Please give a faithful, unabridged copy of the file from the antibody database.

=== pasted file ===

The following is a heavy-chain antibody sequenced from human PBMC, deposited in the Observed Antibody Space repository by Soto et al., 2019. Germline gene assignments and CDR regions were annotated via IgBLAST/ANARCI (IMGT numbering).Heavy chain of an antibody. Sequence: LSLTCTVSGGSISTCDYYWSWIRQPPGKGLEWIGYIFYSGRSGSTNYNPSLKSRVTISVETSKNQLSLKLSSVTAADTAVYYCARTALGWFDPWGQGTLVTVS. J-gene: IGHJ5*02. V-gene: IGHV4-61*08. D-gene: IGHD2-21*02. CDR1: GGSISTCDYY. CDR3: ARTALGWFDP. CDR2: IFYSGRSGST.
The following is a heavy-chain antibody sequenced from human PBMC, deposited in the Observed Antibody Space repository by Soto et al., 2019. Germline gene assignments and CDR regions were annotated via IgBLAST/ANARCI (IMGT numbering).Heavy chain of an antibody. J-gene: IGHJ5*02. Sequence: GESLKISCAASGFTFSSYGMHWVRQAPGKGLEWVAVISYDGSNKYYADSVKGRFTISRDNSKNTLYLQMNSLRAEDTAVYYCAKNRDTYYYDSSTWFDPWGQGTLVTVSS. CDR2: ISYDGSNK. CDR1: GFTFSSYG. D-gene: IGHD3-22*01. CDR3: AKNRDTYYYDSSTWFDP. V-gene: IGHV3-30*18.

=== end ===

The following is a heavy-chain antibody sequenced from human PBMC, deposited in the Observed Antibody Space repository by Soto et al., 2019. Germline gene assignments and CDR regions were annotated via IgBLAST/ANARCI (IMGT numbering).Heavy chain of an antibody. Sequence: LSLTCTVSGGSISTCDYYWSWIRQPPGKGLEWIGYIFYSGRSGSTNYNPSLKSRVTISVETSKNQLSLKLSSVTAADTAVYYCARTALGWFDPWGQGTLVTVS. J-gene: IGHJ5*02. V-gene: IGHV4-61*08. D-gene: IGHD2-21*02. CDR1: GGSISTCDYY. CDR3: ARTALGWFDP. CDR2: IFYSGRSGST.
The following is a heavy-chain antibody sequenced from human PBMC, deposited in the Observed Antibody Space repository by Soto et al., 2019. Germline gene assignments and CDR regions were annotated via IgBLAST/ANARCI (IMGT numbering).Heavy chain of an antibody. J-gene: IGHJ5*02. Sequence: GESLKISCAASGFTFSSYGMHWVRQAPGKGLEWVAVISYDGSNKYYADSVKGRFTISRDNSKNTLYLQMNSLRAEDTAVYYCAKNRDTYYYDSSTWFDPWGQGTLVTVSS. CDR2: ISYDGSNK. CDR1: GFTFSSYG. D-gene: IGHD3-22*01. CDR3: AKNRDTYYYDSSTWFDP. V-gene: IGHV3-30*18.